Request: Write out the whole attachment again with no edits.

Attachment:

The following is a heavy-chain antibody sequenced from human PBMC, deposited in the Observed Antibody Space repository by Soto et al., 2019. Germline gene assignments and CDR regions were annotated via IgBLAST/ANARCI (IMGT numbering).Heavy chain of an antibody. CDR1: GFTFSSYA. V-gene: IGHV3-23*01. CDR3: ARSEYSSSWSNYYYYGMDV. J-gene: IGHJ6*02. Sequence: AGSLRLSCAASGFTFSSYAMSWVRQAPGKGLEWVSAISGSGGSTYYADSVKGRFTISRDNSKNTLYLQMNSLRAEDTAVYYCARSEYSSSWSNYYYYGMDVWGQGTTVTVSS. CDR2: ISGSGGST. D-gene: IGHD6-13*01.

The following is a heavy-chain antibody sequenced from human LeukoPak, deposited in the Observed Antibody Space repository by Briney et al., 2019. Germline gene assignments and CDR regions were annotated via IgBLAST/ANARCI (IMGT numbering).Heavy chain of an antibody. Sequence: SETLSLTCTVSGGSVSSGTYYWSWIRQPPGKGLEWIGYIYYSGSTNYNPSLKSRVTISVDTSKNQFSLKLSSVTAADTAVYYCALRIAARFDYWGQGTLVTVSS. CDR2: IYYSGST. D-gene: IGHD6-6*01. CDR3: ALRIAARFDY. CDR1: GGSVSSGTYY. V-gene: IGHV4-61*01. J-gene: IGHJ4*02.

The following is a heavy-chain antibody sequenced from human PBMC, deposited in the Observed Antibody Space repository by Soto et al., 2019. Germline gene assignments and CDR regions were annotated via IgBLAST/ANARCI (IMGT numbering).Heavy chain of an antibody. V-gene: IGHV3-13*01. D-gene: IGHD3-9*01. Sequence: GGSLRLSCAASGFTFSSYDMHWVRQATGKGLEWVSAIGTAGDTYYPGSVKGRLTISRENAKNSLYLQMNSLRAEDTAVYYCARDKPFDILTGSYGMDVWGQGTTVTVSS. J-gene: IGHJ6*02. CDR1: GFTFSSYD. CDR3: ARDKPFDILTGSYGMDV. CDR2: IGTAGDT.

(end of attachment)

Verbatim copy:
The following is a heavy-chain antibody sequenced from human PBMC, deposited in the Observed Antibody Space repository by Soto et al., 2019. Germline gene assignments and CDR regions were annotated via IgBLAST/ANARCI (IMGT numbering).Heavy chain of an antibody. CDR1: GFTFSSYA. V-gene: IGHV3-23*01. CDR3: ARSEYSSSWSNYYYYGMDV. J-gene: IGHJ6*02. Sequence: AGSLRLSCAASGFTFSSYAMSWVRQAPGKGLEWVSAISGSGGSTYYADSVKGRFTISRDNSKNTLYLQMNSLRAEDTAVYYCARSEYSSSWSNYYYYGMDVWGQGTTVTVSS. CDR2: ISGSGGST. D-gene: IGHD6-13*01.

The following is a heavy-chain antibody sequenced from human LeukoPak, deposited in the Observed Antibody Space repository by Briney et al., 2019. Germline gene assignments and CDR regions were annotated via IgBLAST/ANARCI (IMGT numbering).Heavy chain of an antibody. Sequence: SETLSLTCTVSGGSVSSGTYYWSWIRQPPGKGLEWIGYIYYSGSTNYNPSLKSRVTISVDTSKNQFSLKLSSVTAADTAVYYCALRIAARFDYWGQGTLVTVSS. CDR2: IYYSGST. D-gene: IGHD6-6*01. CDR3: ALRIAARFDY. CDR1: GGSVSSGTYY. V-gene: IGHV4-61*01. J-gene: IGHJ4*02.

The following is a heavy-chain antibody sequenced from human PBMC, deposited in the Observed Antibody Space repository by Soto et al., 2019. Germline gene assignments and CDR regions were annotated via IgBLAST/ANARCI (IMGT numbering).Heavy chain of an antibody. V-gene: IGHV3-13*01. D-gene: IGHD3-9*01. Sequence: GGSLRLSCAASGFTFSSYDMHWVRQATGKGLEWVSAIGTAGDTYYPGSVKGRLTISRENAKNSLYLQMNSLRAEDTAVYYCARDKPFDILTGSYGMDVWGQGTTVTVSS. J-gene: IGHJ6*02. CDR1: GFTFSSYD. CDR3: ARDKPFDILTGSYGMDV. CDR2: IGTAGDT.